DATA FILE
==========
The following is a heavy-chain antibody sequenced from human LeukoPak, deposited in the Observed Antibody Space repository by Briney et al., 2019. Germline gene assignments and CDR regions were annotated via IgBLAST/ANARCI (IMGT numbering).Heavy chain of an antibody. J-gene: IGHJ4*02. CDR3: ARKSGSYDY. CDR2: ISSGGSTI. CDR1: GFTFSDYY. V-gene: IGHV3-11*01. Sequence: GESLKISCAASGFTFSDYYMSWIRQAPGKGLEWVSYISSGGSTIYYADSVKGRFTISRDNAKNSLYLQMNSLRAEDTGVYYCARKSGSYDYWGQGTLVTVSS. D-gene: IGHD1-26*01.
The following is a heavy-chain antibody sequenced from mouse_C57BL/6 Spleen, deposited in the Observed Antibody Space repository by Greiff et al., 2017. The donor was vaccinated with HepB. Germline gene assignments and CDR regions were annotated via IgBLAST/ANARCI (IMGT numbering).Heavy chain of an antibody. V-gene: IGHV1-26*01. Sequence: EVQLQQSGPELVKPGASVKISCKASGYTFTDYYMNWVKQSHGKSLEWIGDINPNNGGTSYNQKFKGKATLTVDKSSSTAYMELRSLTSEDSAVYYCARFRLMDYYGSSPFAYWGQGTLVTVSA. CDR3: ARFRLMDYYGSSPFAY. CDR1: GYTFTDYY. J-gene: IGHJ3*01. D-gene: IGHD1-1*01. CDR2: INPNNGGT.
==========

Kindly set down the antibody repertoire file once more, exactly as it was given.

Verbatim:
The following is a heavy-chain antibody sequenced from human LeukoPak, deposited in the Observed Antibody Space repository by Briney et al., 2019. Germline gene assignments and CDR regions were annotated via IgBLAST/ANARCI (IMGT numbering).Heavy chain of an antibody. J-gene: IGHJ4*02. CDR3: ARKSGSYDY. CDR2: ISSGGSTI. CDR1: GFTFSDYY. V-gene: IGHV3-11*01. Sequence: GESLKISCAASGFTFSDYYMSWIRQAPGKGLEWVSYISSGGSTIYYADSVKGRFTISRDNAKNSLYLQMNSLRAEDTGVYYCARKSGSYDYWGQGTLVTVSS. D-gene: IGHD1-26*01.
The following is a heavy-chain antibody sequenced from mouse_C57BL/6 Spleen, deposited in the Observed Antibody Space repository by Greiff et al., 2017. The donor was vaccinated with HepB. Germline gene assignments and CDR regions were annotated via IgBLAST/ANARCI (IMGT numbering).Heavy chain of an antibody. V-gene: IGHV1-26*01. Sequence: EVQLQQSGPELVKPGASVKISCKASGYTFTDYYMNWVKQSHGKSLEWIGDINPNNGGTSYNQKFKGKATLTVDKSSSTAYMELRSLTSEDSAVYYCARFRLMDYYGSSPFAYWGQGTLVTVSA. CDR3: ARFRLMDYYGSSPFAY. CDR1: GYTFTDYY. J-gene: IGHJ3*01. D-gene: IGHD1-1*01. CDR2: INPNNGGT.